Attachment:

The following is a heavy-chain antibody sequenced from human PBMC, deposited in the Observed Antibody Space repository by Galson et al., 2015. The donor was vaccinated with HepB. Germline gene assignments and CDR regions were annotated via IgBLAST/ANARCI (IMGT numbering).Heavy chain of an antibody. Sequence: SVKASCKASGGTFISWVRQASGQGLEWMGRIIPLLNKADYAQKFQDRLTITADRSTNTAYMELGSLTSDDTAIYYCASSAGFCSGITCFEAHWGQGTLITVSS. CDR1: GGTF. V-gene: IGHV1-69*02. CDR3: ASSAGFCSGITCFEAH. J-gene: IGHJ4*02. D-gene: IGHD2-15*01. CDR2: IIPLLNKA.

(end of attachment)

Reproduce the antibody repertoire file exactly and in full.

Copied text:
The following is a heavy-chain antibody sequenced from human PBMC, deposited in the Observed Antibody Space repository by Galson et al., 2015. The donor was vaccinated with HepB. Germline gene assignments and CDR regions were annotated via IgBLAST/ANARCI (IMGT numbering).Heavy chain of an antibody. Sequence: SVKASCKASGGTFISWVRQASGQGLEWMGRIIPLLNKADYAQKFQDRLTITADRSTNTAYMELGSLTSDDTAIYYCASSAGFCSGITCFEAHWGQGTLITVSS. CDR1: GGTF. V-gene: IGHV1-69*02. CDR3: ASSAGFCSGITCFEAH. J-gene: IGHJ4*02. D-gene: IGHD2-15*01. CDR2: IIPLLNKA.